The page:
Cognitive therapy effective in helping young people at risk of developing psychosis
A study undertaken by the University of Glasgow alongside four other UK universities suggests that a psychological treatment called Cognitive Therapy (CT) is more effective in reducing the severity of psychotic experiences in young adults. The study, which is the largest of its kind in the world, is published on www.bmj.com
The new research claims that CT, combined with monitoring, is more effective in reducing the severity, frequency and intensity of psychotic experiences that can eventually lead to conditions such as schizophrenia. Currently there is no coherent treatment for young people at risk of developing psychotic illnesses such as Schizophrenia and this study is a landmark in determining evidence base for this group.
Over a period of four years, teams from the universities of Glasgow, Birmingham, Cambridge, East Anglia, led by the University of Manchester, gave participants, aged between 14 and 35, weekly CT sessions for a maximum of six months. They then monitored participants after treatment to track how their symptoms developed.
Before the trial, international evidence estimated that 40-50% of people at risk of developing psychosis at a young age would progress to a psychotic illness such as Schizophrenia. However, the study found that only 8% of patients were shown to have made transition to a psychotic illness.
The results show that CT is effective in significantly reducing the severity, frequency and intensity of the transition of psychotic symptoms to more serious conditions. These results have led to suggestions that anti-psychotic medicine should not be the first option offered to people at risk of developing Schizophrenia as more benign methods of counselling are more effective.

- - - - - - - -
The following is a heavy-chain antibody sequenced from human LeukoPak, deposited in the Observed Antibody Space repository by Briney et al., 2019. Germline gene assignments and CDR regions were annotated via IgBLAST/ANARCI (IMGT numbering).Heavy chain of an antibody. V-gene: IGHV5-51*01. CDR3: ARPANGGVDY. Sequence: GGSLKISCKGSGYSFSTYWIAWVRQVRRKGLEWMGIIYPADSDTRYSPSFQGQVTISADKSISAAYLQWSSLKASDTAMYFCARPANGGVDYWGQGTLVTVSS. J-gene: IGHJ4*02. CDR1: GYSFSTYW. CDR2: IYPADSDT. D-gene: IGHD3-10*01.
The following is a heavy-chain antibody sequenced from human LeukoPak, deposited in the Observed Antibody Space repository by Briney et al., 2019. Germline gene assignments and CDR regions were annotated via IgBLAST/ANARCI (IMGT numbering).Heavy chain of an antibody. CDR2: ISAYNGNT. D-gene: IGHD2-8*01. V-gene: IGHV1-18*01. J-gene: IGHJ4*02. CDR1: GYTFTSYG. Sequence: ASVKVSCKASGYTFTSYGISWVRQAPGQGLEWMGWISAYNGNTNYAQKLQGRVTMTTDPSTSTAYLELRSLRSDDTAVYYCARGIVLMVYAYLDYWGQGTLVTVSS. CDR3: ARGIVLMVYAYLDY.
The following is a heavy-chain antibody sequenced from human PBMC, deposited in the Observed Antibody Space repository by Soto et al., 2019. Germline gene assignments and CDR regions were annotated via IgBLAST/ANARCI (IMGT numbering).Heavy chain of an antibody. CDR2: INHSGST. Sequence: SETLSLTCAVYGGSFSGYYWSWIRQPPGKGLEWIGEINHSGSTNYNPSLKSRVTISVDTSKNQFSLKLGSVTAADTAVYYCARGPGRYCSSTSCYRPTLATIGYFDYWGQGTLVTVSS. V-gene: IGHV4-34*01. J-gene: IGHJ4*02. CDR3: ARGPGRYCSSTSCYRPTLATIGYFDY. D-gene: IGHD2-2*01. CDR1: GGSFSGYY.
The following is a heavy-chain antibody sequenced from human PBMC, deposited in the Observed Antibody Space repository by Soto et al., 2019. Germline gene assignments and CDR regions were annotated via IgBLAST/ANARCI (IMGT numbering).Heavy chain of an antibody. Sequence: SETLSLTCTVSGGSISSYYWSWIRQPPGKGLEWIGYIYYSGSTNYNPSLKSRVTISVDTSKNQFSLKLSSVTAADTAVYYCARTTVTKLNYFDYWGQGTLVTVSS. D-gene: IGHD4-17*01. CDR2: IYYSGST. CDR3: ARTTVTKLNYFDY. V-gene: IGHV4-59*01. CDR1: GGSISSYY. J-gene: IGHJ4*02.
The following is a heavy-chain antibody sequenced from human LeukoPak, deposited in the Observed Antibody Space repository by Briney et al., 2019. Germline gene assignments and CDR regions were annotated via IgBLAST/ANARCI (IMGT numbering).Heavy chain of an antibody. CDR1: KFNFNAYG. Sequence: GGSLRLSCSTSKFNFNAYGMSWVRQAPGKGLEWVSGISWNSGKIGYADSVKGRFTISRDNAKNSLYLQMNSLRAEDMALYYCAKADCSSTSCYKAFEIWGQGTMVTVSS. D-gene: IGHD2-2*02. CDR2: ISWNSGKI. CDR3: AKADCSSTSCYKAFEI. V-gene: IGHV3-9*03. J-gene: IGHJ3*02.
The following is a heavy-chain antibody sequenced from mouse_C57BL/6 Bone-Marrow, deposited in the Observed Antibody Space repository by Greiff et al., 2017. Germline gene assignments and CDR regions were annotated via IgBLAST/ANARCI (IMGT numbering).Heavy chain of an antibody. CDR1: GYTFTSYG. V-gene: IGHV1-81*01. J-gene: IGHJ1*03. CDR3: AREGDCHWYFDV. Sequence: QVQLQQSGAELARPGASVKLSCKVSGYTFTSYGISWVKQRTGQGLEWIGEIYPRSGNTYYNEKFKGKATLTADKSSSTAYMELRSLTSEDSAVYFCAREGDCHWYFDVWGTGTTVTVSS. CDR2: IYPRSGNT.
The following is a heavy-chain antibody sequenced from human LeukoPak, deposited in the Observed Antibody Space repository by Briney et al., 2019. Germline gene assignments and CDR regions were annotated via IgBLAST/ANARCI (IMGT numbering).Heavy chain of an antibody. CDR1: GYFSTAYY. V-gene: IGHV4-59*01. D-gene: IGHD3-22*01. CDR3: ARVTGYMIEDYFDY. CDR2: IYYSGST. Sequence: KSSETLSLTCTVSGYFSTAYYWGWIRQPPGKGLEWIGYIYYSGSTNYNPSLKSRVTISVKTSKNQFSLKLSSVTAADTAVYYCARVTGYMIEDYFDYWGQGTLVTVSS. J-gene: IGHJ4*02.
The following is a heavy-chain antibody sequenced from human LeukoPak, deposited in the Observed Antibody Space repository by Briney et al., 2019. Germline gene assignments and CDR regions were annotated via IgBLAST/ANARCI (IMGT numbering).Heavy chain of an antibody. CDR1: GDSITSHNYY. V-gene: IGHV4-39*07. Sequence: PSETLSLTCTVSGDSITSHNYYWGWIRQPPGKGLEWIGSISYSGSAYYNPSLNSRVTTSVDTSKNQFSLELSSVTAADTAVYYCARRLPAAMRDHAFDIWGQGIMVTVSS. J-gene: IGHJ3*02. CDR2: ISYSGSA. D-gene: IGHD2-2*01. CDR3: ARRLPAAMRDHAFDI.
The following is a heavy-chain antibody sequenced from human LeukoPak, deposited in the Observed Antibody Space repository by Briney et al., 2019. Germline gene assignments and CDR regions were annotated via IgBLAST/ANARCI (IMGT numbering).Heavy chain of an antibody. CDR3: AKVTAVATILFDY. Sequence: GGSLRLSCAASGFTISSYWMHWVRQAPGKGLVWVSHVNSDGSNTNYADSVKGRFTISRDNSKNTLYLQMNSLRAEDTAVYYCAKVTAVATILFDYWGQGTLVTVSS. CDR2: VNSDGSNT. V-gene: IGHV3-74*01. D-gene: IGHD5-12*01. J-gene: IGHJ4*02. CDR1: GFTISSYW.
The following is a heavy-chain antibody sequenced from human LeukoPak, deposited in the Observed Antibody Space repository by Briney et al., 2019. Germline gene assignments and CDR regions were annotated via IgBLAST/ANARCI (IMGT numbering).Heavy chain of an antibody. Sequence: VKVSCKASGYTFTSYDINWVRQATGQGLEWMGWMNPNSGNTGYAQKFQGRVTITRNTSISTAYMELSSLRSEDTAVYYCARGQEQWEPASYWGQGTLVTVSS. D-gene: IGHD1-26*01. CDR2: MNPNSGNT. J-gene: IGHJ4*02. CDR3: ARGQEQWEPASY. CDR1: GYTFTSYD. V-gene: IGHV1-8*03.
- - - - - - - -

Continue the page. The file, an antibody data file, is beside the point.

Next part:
The team from the University of Glasgow contacted over 70 services from around the city, including services within NHS Greater Glasgow and Clyde, social work and voluntary sector organisations, to recruit participants for the study. Participants were randomly allocated to CT plus monitoring or monitoring alone. CT was provided for up to 6-months. All participants were monitored monthly for the first six-months and then on a quarterly basis thereafter by the University’s researchers. This ensured that any participants who developed a psychotic illness during the trial received prompt and effective treatment from the NHS.
Professor Andrew Gumley, who led the research team at the University of Glasgow, said: “This study has very important implications for ensuring that young people who are at risk of developing psychosis are offered psychological therapy. Our findings that there is a much lower transition rate than previously found means that clinicians have to be extremely careful about prescribing antipsychotics in this group since only one in ten will actually develop psychosis.”
Click here to read the full paper: http://press.psprings.co.uk/bmj/april/cognitivetherapyforpsychotics.pdf
First published: 5 April 2012